Walked over to Julius for the bday party. The Bar Pisellino-to-Julius move is a favorite of mine. High-low! Another ’tini, also mozzarella sticks, onion rings (twice in one day!), and a cheeseburger (one of the best in the city, in my opinion). Abundant ranch and mayo on the side. Later in the night I was mistakenly bought a tequila soda and didn’t want to be fussy so sipped it for the rest of the eve. A choice I would regret in the a.m.!

Saturday, August 14
Returned rental car from Cape Cod trip. Gabe headed to the Fort Greene farmer’s market (his bliss, not mine — too many kids and dogs!) and I headed to Russ & Daughters at the Navy Yard. I guess I was feeling bad about my earlier feelings about the better kippered salmon from Hatch’s. Sesame bagel toasted, scallion cream cheese, lox, capers, onions. Pint of whitefish for the week. Iced coffee with half-and-half and a few black-and-white cookies. Found Gabe on a blanket in Fort Greene Park and ate our bagels as he regaled me with tales of summertime produce.

Lunch was a tomato sandwich at home while I worked a little bit. Toasted Portuguese muffin with mayo, salt, and pepper. Honestly, I do prefer a tomato sandwich to a BLT when the tomatoes are this good. We’re in such primetime.

Headed uptown early in the evening to have a ’tini at Bemelmans Bar at the Carlyle before my friend Honora’s birthday, which was also uptown. I have to confess that this was my first time going to Bemelmans and everyone I told this to was positively shocked to hear it.

Rest easy now, I’ve been to Bemelmans. Same ’tini order as always and the presentation was divine. Multiple snack-caddy refills. Caught a bit of the live piano music, which I thought I wouldn’t like (too loud! small space!) but ended up being downright charming with perfect sound calibration — they know what they’re doing there!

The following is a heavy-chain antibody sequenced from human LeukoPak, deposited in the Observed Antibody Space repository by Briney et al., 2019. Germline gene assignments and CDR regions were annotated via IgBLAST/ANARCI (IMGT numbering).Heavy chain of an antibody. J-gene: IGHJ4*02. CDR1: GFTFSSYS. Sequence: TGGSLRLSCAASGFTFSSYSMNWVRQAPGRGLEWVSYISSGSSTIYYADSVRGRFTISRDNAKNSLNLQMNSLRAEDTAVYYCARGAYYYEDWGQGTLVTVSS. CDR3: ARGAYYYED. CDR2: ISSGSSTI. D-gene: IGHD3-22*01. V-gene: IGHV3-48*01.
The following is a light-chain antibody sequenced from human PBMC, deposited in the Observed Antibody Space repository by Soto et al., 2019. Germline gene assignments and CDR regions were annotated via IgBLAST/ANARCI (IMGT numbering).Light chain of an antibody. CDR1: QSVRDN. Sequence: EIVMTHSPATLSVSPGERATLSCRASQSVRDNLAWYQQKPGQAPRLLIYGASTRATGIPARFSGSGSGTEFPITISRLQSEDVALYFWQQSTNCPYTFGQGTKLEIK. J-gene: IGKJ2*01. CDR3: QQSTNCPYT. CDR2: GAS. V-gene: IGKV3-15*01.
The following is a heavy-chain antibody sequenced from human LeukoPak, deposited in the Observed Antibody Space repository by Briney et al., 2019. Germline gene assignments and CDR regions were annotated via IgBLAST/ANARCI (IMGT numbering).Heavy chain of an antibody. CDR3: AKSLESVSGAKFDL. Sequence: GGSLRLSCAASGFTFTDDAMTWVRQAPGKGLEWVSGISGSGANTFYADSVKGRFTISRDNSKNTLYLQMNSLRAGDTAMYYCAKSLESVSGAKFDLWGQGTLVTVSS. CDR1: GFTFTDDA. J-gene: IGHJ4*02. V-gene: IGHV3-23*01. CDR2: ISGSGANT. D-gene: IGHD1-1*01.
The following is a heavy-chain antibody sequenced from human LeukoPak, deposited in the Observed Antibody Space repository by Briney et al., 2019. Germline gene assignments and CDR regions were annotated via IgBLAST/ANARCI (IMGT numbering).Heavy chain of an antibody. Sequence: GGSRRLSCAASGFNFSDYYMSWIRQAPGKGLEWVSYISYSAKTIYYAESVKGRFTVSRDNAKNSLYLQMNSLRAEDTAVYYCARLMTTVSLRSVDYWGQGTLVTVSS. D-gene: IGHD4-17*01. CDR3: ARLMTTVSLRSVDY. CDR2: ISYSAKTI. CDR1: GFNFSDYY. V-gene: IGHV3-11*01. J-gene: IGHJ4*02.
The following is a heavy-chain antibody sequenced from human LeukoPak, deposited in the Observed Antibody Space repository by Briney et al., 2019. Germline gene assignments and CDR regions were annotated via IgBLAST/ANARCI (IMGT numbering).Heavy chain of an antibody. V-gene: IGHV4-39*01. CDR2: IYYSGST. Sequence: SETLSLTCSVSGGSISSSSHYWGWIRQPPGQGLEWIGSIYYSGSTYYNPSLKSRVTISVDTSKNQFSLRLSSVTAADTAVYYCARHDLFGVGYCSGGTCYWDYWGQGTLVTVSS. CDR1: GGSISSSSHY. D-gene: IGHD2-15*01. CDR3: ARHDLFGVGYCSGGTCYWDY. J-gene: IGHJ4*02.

Dinner was at Deux Amis, a French restaurant in Turtle Bay. It would be generous to call the food mediocre and they were out of frites (seems criminal!), but the vibes were absolutely right. Sometimes you want the atmosphere of Pastis or the Odeon without the scene and there are nondescript French restaurants all over the city that have that in spades. Order was a martini, shared moules marinieres (no frites!), shared beet salad and onion tart (intricate Balsamic reduction sauce work on the plates). Entrée was roast chicken with a potato gratin. Normally I would get steak frites in this situation but I am once again telling you there were no frites. Dessert was chocolate soufflé, apple tart, and profiteroles.

Sunday, August 15
Got out of bed early-ish (for a Sunday) and biked over to KIT (formerly Meme’s Diner, RIP). They were hosting a pop-up of Zoe Kanan, a baker I follow on Instagram. She makes incredible doughnuts and this was my first time having them. A strawberry tomato ribbon doughnut on a stick and a coconut-crunch mochi doughnut. Grabbed iced Americanos and brought home to Gabe. Had it all with some doughnut peaches.

Lunch was a tomato sandwich while working again, same as yesterday. Also some kippered salmon on the side.

Early evening I headed to Achilles Heel to meet up with my friend Natasha. Not only is Natasha an incredible pastry chef (she does a series of pop-ups around the city called Never Ending Taste — not to be missed!) but she is also a talented artist who illustrated a scarf that we’ll be selling alongside my home textile collection. All proceeds from the scarf will go to the Ali Forney Center to support at risk LGBTQ+ youth. She needed to hand off the artwork so that I could get it scanned and sent off to my factory. We chatted
and had a ’tini and watched the sunset. Achilles Heel has the best sunset view.